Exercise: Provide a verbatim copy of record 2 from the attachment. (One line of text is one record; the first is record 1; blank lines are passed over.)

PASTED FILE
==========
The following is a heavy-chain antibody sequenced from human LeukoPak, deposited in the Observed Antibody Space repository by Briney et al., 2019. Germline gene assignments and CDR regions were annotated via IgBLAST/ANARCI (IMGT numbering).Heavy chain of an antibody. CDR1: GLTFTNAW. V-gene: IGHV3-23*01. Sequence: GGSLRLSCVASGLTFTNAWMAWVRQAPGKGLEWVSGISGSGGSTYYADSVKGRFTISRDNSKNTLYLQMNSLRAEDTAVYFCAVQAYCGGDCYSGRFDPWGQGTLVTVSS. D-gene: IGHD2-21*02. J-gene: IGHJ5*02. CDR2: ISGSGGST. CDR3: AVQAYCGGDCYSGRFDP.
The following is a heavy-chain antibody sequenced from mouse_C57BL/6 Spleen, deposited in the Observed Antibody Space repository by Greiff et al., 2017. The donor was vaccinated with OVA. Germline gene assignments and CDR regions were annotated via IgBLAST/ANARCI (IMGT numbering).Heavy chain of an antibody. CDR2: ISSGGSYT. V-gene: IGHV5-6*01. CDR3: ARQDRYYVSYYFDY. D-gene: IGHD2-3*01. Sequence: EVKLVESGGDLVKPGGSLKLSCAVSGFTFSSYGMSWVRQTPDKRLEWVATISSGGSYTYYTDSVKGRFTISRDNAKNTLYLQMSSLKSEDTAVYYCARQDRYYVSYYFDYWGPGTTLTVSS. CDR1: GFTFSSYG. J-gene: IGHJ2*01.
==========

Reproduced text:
The following is a heavy-chain antibody sequenced from mouse_C57BL/6 Spleen, deposited in the Observed Antibody Space repository by Greiff et al., 2017. The donor was vaccinated with OVA. Germline gene assignments and CDR regions were annotated via IgBLAST/ANARCI (IMGT numbering).Heavy chain of an antibody. CDR2: ISSGGSYT. V-gene: IGHV5-6*01. CDR3: ARQDRYYVSYYFDY. D-gene: IGHD2-3*01. Sequence: EVKLVESGGDLVKPGGSLKLSCAVSGFTFSSYGMSWVRQTPDKRLEWVATISSGGSYTYYTDSVKGRFTISRDNAKNTLYLQMSSLKSEDTAVYYCARQDRYYVSYYFDYWGPGTTLTVSS. CDR1: GFTFSSYG. J-gene: IGHJ2*01.